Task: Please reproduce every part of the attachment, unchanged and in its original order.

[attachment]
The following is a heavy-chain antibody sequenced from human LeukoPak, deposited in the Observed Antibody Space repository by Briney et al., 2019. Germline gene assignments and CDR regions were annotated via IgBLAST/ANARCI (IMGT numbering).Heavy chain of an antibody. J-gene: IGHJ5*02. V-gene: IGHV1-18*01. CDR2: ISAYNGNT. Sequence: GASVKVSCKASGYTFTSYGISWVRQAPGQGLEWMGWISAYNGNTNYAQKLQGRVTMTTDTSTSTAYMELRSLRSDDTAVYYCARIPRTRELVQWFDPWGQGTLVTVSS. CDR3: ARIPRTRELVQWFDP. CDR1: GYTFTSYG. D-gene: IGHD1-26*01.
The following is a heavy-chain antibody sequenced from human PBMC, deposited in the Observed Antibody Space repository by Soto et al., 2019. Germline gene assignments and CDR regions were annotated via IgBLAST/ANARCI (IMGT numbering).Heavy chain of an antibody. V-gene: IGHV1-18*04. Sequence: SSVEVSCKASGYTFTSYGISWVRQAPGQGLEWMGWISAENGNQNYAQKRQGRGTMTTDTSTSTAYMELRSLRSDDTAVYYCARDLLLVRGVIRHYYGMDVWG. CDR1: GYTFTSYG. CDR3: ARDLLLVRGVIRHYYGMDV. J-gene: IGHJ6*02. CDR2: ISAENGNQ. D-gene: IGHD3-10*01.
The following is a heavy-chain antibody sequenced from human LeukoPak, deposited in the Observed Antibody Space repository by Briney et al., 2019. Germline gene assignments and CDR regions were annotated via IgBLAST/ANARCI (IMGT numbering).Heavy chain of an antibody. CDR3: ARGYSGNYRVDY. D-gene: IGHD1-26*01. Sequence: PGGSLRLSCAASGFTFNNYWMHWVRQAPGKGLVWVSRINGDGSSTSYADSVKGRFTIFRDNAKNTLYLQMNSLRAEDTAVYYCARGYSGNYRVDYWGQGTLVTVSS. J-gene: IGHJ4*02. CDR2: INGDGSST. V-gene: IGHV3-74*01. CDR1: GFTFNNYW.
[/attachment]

The following is a heavy-chain antibody sequenced from human LeukoPak, deposited in the Observed Antibody Space repository by Briney et al., 2019. Germline gene assignments and CDR regions were annotated via IgBLAST/ANARCI (IMGT numbering).Heavy chain of an antibody. J-gene: IGHJ5*02. V-gene: IGHV1-18*01. CDR2: ISAYNGNT. Sequence: GASVKVSCKASGYTFTSYGISWVRQAPGQGLEWMGWISAYNGNTNYAQKLQGRVTMTTDTSTSTAYMELRSLRSDDTAVYYCARIPRTRELVQWFDPWGQGTLVTVSS. CDR3: ARIPRTRELVQWFDP. CDR1: GYTFTSYG. D-gene: IGHD1-26*01.
The following is a heavy-chain antibody sequenced from human PBMC, deposited in the Observed Antibody Space repository by Soto et al., 2019. Germline gene assignments and CDR regions were annotated via IgBLAST/ANARCI (IMGT numbering).Heavy chain of an antibody. V-gene: IGHV1-18*04. Sequence: SSVEVSCKASGYTFTSYGISWVRQAPGQGLEWMGWISAENGNQNYAQKRQGRGTMTTDTSTSTAYMELRSLRSDDTAVYYCARDLLLVRGVIRHYYGMDVWG. CDR1: GYTFTSYG. CDR3: ARDLLLVRGVIRHYYGMDV. J-gene: IGHJ6*02. CDR2: ISAENGNQ. D-gene: IGHD3-10*01.
The following is a heavy-chain antibody sequenced from human LeukoPak, deposited in the Observed Antibody Space repository by Briney et al., 2019. Germline gene assignments and CDR regions were annotated via IgBLAST/ANARCI (IMGT numbering).Heavy chain of an antibody. CDR3: ARGYSGNYRVDY. D-gene: IGHD1-26*01. Sequence: PGGSLRLSCAASGFTFNNYWMHWVRQAPGKGLVWVSRINGDGSSTSYADSVKGRFTIFRDNAKNTLYLQMNSLRAEDTAVYYCARGYSGNYRVDYWGQGTLVTVSS. J-gene: IGHJ4*02. CDR2: INGDGSST. V-gene: IGHV3-74*01. CDR1: GFTFNNYW.